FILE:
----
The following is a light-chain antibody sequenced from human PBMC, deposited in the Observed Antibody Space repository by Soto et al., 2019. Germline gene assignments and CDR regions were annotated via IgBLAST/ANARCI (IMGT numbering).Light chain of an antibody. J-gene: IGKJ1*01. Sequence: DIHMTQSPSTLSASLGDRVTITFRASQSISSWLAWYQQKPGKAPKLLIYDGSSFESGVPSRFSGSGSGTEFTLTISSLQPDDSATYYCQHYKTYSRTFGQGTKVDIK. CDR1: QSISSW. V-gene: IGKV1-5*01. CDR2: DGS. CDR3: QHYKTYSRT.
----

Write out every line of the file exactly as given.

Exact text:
The following is a light-chain antibody sequenced from human PBMC, deposited in the Observed Antibody Space repository by Soto et al., 2019. Germline gene assignments and CDR regions were annotated via IgBLAST/ANARCI (IMGT numbering).Light chain of an antibody. J-gene: IGKJ1*01. Sequence: DIHMTQSPSTLSASLGDRVTITFRASQSISSWLAWYQQKPGKAPKLLIYDGSSFESGVPSRFSGSGSGTEFTLTISSLQPDDSATYYCQHYKTYSRTFGQGTKVDIK. CDR1: QSISSW. V-gene: IGKV1-5*01. CDR2: DGS. CDR3: QHYKTYSRT.